A Couple Lovingly Restores a Mid-century Home in Sherman Oaks by Richard Neutra

Architectural endeavor.

  • Category
    Homes, People
  • Written by
    Linda Grasso
  • Photographed by
    Shane O’Donnell

Most homes by renowned architect Richard Neutra have a moment in the spotlight—whether being mentioned in an article or featured in a coffee table book. But perched high on a hill in Sherman Oaks, down a private driveway, a modest Neutra home stood for more than a half century with hardly anyone taking notice.

Above: Husband-and-wife architects Dora Chi and Eric Amir retained such Neutra hallmarks as abundant glass, wooden beams and open interiors.


It was the home of TV writer Stephen Lord (Fantasy Island, CHiPS). In 1962 he commissioned Neutra to design the structure on a bluff overlooking the Valley. With a built-in bar and a corner office facing the view, the 2,600-square-foot house was originally designed as a bachelor pad. The structure featured Neutra’s design hallmarks: a geometry of glass, wooden beams, open interiors and seamless connection between the interior and outdoors. When Lord married and had three daughters, the structure was modified slightly, but for the most part, the architect’s original International Style design stayed intact for almost 60 years.

Enter Erik Amir and Dora Chi. The couple moved to the Valley, along with their two young sons, from Hong Kong in 2021. The husband-and-wife architects, who run their own firm called Spatial Practice, had bought a hillside lot and were designing their dream home in Studio City while renting in Sherman Oaks. They weren’t loving the accommodations.

Above: When viewed from the kitchen, the connection between interior and exterior is evident.


“We kept looking at rentals and the terms were just ridiculous. I thought, why don’t we just buy a small place we can quickly fix up and live there until our home is complete?” Erik says.

Their real estate agent suggested they see a Neutra that had come on the market. The agent warned them it wasn’t a quick fix-up; the house was in poor condition. A Neutra? The couple was intrigued and set up a walk-through, ultimately discovering the structure was in worse shape than they imagined. Lord died in 2012 and his widow in 2020. The one-level structure suffered water damage during a 2019 rainstorm and had sat exposed to the elements for several years.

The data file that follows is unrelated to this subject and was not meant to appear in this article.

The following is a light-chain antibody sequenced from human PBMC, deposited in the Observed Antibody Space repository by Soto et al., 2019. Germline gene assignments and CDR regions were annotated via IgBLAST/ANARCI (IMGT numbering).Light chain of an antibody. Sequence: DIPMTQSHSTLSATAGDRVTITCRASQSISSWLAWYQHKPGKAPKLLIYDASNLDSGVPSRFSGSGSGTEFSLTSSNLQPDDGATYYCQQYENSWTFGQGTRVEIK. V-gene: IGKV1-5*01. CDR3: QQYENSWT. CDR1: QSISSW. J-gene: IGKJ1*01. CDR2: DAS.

Above: Original Neutra house plans gave Dora “the chills.”


“There was no electrical or water. It was uninhabitable,” Erik recalls. Yet the bones were there. So were the original plans. Gazing at the faded drawings today, spread on a table, Amir says, “Looking at these, just like when I first saw them—it gives me chills.”

The couple couldn’t resist. They bought the property and embarked on what would ultimately be a 16-month renovation, carefully preserving key design elements like the terrazzo floor at the entry.

“Most of what you see today with terrazzo is tiles. This floor is stones set in concrete, which you’ll see in a lot of Neutra homes,” says Dora, who is also a professor of architecture at USC.

“We cleaned out any noise we saw. When we added, it had to be clean and simple,” adds Erik.

Updated features like white oak floors and kitchen cabinets and contemporary double-paned Fleetwood windows were installed. The bathrooms were all redone with travertine tile. Water pipes were relocated from the ground to the roof. The decidedly feminine, bean-shaped pool was given a facelift and a guesthouse with a contemporary pavilion was added. The Lords’ baroque-style sculptures stayed put.

Dora says that when it came to the interiors, they wanted to avoid all the “must-have” clichés. “To me, that is personal. We live in spaces. I thought, ‘What is the experience we as a family want to have here?’ It’s not about having a picture-perfect life like so often is presented on Instagram.”

“It is very cinematic. Soft and warm. There is proportion and scale—and finesse.”

Blue, one of the couple’s favorite colors, is present in pops throughout the house. But for the most part, hues are a mix of natural taupes and grays. Strolling through the austere interiors, one gets the feeling that they didn’t want to detract from the brilliance of the design.

“It is very cinematic,” says Erik. “Soft and warm. There is proportion and scale—and finesse. When you walk in the front door you can see the light from the reflection pool outside dancing on the ceiling. You don’t need a lot of stuff around when you have that.”

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